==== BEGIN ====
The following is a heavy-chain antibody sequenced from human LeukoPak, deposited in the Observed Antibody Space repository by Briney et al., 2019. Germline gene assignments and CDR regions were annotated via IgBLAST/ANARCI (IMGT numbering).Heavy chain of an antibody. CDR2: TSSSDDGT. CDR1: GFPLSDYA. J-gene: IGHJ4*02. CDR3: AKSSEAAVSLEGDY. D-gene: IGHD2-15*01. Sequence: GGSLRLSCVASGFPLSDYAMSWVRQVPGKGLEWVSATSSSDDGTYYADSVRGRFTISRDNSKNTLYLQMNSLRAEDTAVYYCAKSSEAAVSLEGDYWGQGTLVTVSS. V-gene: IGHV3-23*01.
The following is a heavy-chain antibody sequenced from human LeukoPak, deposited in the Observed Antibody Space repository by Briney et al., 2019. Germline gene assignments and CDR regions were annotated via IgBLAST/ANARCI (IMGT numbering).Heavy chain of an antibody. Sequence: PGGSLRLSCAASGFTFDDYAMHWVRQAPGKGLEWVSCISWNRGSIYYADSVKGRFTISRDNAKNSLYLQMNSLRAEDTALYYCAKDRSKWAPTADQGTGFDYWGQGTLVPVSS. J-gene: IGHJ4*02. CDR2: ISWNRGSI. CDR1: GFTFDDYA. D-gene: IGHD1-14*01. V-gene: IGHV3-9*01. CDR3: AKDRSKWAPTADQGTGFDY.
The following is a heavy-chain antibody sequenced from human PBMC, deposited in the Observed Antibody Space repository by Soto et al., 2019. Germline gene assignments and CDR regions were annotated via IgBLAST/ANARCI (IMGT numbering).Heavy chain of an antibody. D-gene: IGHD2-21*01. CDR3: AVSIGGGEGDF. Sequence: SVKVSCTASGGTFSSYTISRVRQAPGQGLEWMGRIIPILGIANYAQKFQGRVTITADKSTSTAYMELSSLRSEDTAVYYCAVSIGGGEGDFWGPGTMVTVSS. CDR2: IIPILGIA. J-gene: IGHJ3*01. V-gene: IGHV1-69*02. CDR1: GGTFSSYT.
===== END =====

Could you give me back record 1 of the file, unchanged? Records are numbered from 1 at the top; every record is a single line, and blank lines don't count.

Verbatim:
The following is a heavy-chain antibody sequenced from human LeukoPak, deposited in the Observed Antibody Space repository by Briney et al., 2019. Germline gene assignments and CDR regions were annotated via IgBLAST/ANARCI (IMGT numbering).Heavy chain of an antibody. CDR2: TSSSDDGT. CDR1: GFPLSDYA. J-gene: IGHJ4*02. CDR3: AKSSEAAVSLEGDY. D-gene: IGHD2-15*01. Sequence: GGSLRLSCVASGFPLSDYAMSWVRQVPGKGLEWVSATSSSDDGTYYADSVRGRFTISRDNSKNTLYLQMNSLRAEDTAVYYCAKSSEAAVSLEGDYWGQGTLVTVSS. V-gene: IGHV3-23*01.